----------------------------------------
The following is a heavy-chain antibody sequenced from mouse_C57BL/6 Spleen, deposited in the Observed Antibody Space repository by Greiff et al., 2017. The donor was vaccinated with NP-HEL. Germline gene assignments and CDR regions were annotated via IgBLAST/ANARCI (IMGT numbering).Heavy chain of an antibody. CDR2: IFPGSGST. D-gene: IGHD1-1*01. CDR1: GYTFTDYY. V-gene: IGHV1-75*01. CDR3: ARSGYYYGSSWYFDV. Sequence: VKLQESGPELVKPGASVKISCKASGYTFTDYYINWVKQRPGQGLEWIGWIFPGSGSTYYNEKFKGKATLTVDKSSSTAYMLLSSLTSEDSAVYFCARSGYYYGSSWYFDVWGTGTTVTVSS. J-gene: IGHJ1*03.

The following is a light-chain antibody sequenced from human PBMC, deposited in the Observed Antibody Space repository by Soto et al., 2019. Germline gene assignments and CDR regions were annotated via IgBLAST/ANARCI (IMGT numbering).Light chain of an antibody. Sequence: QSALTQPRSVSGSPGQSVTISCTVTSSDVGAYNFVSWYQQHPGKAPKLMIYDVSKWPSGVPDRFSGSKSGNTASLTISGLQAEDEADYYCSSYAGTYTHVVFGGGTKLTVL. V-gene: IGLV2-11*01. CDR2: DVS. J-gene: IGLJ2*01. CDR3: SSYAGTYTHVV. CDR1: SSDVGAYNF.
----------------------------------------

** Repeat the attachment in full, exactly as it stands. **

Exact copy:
The following is a heavy-chain antibody sequenced from mouse_C57BL/6 Spleen, deposited in the Observed Antibody Space repository by Greiff et al., 2017. The donor was vaccinated with NP-HEL. Germline gene assignments and CDR regions were annotated via IgBLAST/ANARCI (IMGT numbering).Heavy chain of an antibody. CDR2: IFPGSGST. D-gene: IGHD1-1*01. CDR1: GYTFTDYY. V-gene: IGHV1-75*01. CDR3: ARSGYYYGSSWYFDV. Sequence: VKLQESGPELVKPGASVKISCKASGYTFTDYYINWVKQRPGQGLEWIGWIFPGSGSTYYNEKFKGKATLTVDKSSSTAYMLLSSLTSEDSAVYFCARSGYYYGSSWYFDVWGTGTTVTVSS. J-gene: IGHJ1*03.

The following is a light-chain antibody sequenced from human PBMC, deposited in the Observed Antibody Space repository by Soto et al., 2019. Germline gene assignments and CDR regions were annotated via IgBLAST/ANARCI (IMGT numbering).Light chain of an antibody. Sequence: QSALTQPRSVSGSPGQSVTISCTVTSSDVGAYNFVSWYQQHPGKAPKLMIYDVSKWPSGVPDRFSGSKSGNTASLTISGLQAEDEADYYCSSYAGTYTHVVFGGGTKLTVL. V-gene: IGLV2-11*01. CDR2: DVS. J-gene: IGLJ2*01. CDR3: SSYAGTYTHVV. CDR1: SSDVGAYNF.